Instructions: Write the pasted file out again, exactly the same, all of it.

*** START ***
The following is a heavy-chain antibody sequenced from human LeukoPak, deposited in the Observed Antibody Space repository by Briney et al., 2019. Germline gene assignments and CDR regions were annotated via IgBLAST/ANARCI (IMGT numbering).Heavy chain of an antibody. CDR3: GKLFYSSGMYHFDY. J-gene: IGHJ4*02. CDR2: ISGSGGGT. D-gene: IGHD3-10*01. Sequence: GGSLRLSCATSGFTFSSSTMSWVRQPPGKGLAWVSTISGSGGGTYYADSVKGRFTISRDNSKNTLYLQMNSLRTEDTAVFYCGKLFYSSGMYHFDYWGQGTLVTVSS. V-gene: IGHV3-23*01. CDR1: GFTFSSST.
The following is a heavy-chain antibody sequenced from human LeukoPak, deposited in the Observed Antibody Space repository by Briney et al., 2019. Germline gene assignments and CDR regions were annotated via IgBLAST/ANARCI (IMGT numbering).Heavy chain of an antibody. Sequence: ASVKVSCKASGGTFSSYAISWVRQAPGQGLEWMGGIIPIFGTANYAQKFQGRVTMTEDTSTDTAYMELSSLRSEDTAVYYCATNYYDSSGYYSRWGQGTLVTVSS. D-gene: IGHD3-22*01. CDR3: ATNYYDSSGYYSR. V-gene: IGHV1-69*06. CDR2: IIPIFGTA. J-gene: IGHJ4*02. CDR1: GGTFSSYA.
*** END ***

The following is a heavy-chain antibody sequenced from human LeukoPak, deposited in the Observed Antibody Space repository by Briney et al., 2019. Germline gene assignments and CDR regions were annotated via IgBLAST/ANARCI (IMGT numbering).Heavy chain of an antibody. CDR3: GKLFYSSGMYHFDY. J-gene: IGHJ4*02. CDR2: ISGSGGGT. D-gene: IGHD3-10*01. Sequence: GGSLRLSCATSGFTFSSSTMSWVRQPPGKGLAWVSTISGSGGGTYYADSVKGRFTISRDNSKNTLYLQMNSLRTEDTAVFYCGKLFYSSGMYHFDYWGQGTLVTVSS. V-gene: IGHV3-23*01. CDR1: GFTFSSST.
The following is a heavy-chain antibody sequenced from human LeukoPak, deposited in the Observed Antibody Space repository by Briney et al., 2019. Germline gene assignments and CDR regions were annotated via IgBLAST/ANARCI (IMGT numbering).Heavy chain of an antibody. Sequence: ASVKVSCKASGGTFSSYAISWVRQAPGQGLEWMGGIIPIFGTANYAQKFQGRVTMTEDTSTDTAYMELSSLRSEDTAVYYCATNYYDSSGYYSRWGQGTLVTVSS. D-gene: IGHD3-22*01. CDR3: ATNYYDSSGYYSR. V-gene: IGHV1-69*06. CDR2: IIPIFGTA. J-gene: IGHJ4*02. CDR1: GGTFSSYA.